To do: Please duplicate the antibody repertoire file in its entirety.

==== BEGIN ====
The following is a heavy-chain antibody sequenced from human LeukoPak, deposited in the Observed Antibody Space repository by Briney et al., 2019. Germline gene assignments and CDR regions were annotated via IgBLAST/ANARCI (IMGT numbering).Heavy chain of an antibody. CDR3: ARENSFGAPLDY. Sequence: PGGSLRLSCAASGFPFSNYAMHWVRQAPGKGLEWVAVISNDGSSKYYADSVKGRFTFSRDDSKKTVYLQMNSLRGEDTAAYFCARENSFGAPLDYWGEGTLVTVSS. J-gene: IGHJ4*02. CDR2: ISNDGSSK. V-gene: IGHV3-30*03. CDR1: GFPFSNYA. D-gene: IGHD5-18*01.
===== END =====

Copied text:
The following is a heavy-chain antibody sequenced from human LeukoPak, deposited in the Observed Antibody Space repository by Briney et al., 2019. Germline gene assignments and CDR regions were annotated via IgBLAST/ANARCI (IMGT numbering).Heavy chain of an antibody. CDR3: ARENSFGAPLDY. Sequence: PGGSLRLSCAASGFPFSNYAMHWVRQAPGKGLEWVAVISNDGSSKYYADSVKGRFTFSRDDSKKTVYLQMNSLRGEDTAAYFCARENSFGAPLDYWGEGTLVTVSS. J-gene: IGHJ4*02. CDR2: ISNDGSSK. V-gene: IGHV3-30*03. CDR1: GFPFSNYA. D-gene: IGHD5-18*01.